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Eric von Hippel and Consumer Co-Creation. Beyond Ethnography to Participatory Design.

Posted by: Bruce Nussbaum on June 18, 2006

One of the strongest voices in the innovation and design space these days is MIT’s Eric von Hippel, who is head of the innovation and entrepreneurship program at the Sloan School of Management. Von Hippel writes a lot about user-led innovation, by which he means letting consumers get more and more involved in the design and execution of new products and services. Von Hippel is quoted in the Sunday NYT piece “To Charge Up Customers, Put Customers in Charge,” (nice head guys).

Here is one quote from the story: “It’s getting cheaper and cheaper for users to innovate on their own,” Professor von Hippel said. “This is not traditional market research — asking customers what they want. This is identifying what your most advanced users are already doing and understanding what their innovations mean for the future of your business.”

Something big is happening here. Technology is allowing people to design their own stuff and companies are increasingly in the business of providing tools, not products, to consumers. Today, people are making ads for companies. Tomorrow, entire services. This is one cool trend we need to follow.

Liz Sanders of tells me that “ethnographically-informed participatory design” is the next trend. It goes beyond ethnography and involves the active participation of people in the design and making of their products and services. I want to know more about participatory design.

Reader Comments

Steve Portigal

June 18, 2006 8:25 PM is an example of Kraft saying they are now open to ideas from the general public, and this gets called "Open Innovation." All Kraft seems to be doing is inviting submissions which they will then process. They aren't doing any sort of co-creation, or research, but just allowing people to send 'em stuff which they can then productize and market. Gee, thanks, Kraft.

I know this isn't really what you are describing in your post, Bruce, but I felt like this sort of effort and what you refer to get lumped together, and I'd offer this as a counter-example.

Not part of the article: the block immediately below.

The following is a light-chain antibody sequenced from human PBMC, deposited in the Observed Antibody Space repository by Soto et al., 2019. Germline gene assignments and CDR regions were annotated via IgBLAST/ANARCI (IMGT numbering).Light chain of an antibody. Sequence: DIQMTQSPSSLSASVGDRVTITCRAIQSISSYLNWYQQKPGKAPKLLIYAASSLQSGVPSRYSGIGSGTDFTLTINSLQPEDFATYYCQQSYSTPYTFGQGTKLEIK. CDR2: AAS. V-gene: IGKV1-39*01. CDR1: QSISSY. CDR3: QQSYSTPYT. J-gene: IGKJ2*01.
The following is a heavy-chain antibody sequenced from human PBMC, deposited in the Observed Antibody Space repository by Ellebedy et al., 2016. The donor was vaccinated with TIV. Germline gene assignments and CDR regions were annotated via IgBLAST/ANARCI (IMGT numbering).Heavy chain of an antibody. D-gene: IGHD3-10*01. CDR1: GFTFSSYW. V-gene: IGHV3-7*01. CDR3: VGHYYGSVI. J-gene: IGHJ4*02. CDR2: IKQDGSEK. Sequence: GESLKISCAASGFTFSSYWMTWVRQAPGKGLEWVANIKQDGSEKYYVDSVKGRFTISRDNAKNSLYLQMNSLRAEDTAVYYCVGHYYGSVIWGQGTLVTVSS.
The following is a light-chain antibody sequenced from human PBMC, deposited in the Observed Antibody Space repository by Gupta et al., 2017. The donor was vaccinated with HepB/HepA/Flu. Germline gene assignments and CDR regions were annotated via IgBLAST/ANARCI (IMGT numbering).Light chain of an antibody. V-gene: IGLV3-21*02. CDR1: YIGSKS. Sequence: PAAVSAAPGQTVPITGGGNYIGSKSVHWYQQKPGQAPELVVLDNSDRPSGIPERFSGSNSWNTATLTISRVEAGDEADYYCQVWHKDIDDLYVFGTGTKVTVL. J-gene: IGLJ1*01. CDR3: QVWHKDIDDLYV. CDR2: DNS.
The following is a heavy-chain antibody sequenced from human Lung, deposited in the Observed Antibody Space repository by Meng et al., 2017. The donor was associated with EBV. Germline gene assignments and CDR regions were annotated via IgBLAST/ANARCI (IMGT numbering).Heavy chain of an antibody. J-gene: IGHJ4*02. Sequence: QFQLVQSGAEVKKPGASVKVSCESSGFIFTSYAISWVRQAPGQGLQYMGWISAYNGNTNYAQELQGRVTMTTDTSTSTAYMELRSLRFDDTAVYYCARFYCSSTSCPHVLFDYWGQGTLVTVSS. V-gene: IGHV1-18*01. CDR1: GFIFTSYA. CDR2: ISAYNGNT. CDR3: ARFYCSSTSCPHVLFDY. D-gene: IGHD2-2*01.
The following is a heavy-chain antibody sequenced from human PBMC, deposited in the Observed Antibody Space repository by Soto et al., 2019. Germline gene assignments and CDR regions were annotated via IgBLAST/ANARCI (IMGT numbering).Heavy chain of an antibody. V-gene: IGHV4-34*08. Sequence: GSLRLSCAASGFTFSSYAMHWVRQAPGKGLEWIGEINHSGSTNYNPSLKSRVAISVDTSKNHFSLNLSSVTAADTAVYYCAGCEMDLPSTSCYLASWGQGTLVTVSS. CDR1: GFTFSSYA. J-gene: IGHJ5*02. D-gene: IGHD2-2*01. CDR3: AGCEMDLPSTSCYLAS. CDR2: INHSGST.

I have a little more (with some good comments from others) at

And a good piece (excerpts at from Wired recently about what Lego is doing to engage enthusiast customers who are thrilled of course to be involved with the company, even to be giving away their ideas to them.


June 19, 2006 4:32 PM

If you are interested in consumer co-creation, you also need to check out the work done by Professor Venkat Ramaswamy at the University of Michigan Ross School of Business, particularly his book he wrote with CK Prahalad, "The Future of Competition: Co-Creating Unique Value with Customers."

Brian Phipps

June 26, 2006 4:33 PM

Corporations with a traditional, top-down "consumer" focus might have the farthest to go in setting up effective participatory design programs. Participatory design is a collaboration in context, where a company and its customers engage in creating mutual value. It's an engagement of peers and partners. Companies with legacy brands and product lines will have to transcend their own hierarchies just to get the ball rolling. Smaller companies will find it easier to collaborate with customers because they haven’t built such walls. They may be even freshly cut from customer cloth themselves. This may give them a key competitive advantage.


August 1, 2006 9:58 PM

Bruce, Eric von Hippel is pointing towards an overall trend, but I think it should be looked at on more than just one level. Instead of participating in the design or product stage only, we should also be looking the development of co-creation on the business process level.

Consumers should be participating in creating value, items, and (business) processes (VIP principle). The problem is that, especially in the latter area, not many businesses are willing or able to involve their customers - especially when they are large and have been longer established.

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Want to stop talking about innovation and learn how to make it work for you? Bruce Nussbaum takes you deep into the latest thinking about innovation and design with daily scoops, provocative perspectives and case studies. Nussbaum is at the center of a global conversation on the growing discipline of innovation and the deepening field of design thinking. Read him to discover what social networking works—and what doesn’t. Discover where service innovation is going and how experience design is shaping up. Learn which schools are graduating the most creative talent and which consulting firms are the hottest. And get his take on what the smartest companies are doing in the U.S., Asia and Europe, far ahead of the pack.

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